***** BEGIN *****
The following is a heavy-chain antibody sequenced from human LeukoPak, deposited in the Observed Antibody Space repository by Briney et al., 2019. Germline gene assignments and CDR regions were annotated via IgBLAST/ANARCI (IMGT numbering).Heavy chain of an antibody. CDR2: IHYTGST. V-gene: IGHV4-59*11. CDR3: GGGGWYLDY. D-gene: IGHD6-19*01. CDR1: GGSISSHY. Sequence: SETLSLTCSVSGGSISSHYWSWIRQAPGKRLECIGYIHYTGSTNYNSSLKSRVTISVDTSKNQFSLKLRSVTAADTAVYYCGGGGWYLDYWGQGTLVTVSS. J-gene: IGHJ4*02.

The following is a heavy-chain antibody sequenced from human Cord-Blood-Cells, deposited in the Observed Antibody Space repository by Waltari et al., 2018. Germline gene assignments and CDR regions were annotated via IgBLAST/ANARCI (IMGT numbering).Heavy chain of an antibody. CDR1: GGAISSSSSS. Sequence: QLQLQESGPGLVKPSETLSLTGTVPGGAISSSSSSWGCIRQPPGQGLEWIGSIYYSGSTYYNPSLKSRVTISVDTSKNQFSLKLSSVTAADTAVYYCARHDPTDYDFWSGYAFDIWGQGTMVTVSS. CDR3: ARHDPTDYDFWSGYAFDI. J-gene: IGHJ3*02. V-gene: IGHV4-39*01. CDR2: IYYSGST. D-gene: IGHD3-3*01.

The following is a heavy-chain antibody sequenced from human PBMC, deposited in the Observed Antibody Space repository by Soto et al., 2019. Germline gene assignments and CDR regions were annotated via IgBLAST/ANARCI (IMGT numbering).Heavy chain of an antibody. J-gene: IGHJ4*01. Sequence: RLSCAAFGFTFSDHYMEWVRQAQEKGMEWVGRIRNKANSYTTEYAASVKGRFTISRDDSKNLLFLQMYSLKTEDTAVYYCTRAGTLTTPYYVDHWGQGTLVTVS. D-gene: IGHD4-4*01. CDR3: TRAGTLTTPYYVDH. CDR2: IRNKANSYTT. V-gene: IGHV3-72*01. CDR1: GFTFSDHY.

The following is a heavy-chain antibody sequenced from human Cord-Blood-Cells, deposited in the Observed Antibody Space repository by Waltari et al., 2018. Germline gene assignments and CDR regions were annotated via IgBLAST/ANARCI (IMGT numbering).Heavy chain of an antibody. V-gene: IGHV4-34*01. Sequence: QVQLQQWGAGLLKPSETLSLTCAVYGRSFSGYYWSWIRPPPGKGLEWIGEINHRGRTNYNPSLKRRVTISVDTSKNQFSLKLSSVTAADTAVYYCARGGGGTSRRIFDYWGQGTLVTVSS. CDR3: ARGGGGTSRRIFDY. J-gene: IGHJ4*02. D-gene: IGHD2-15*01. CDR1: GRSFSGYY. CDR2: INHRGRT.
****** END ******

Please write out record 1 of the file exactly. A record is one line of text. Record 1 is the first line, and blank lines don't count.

The following is a heavy-chain antibody sequenced from human LeukoPak, deposited in the Observed Antibody Space repository by Briney et al., 2019. Germline gene assignments and CDR regions were annotated via IgBLAST/ANARCI (IMGT numbering).Heavy chain of an antibody. CDR2: IHYTGST. V-gene: IGHV4-59*11. CDR3: GGGGWYLDY. D-gene: IGHD6-19*01. CDR1: GGSISSHY. Sequence: SETLSLTCSVSGGSISSHYWSWIRQAPGKRLECIGYIHYTGSTNYNSSLKSRVTISVDTSKNQFSLKLRSVTAADTAVYYCGGGGWYLDYWGQGTLVTVSS. J-gene: IGHJ4*02.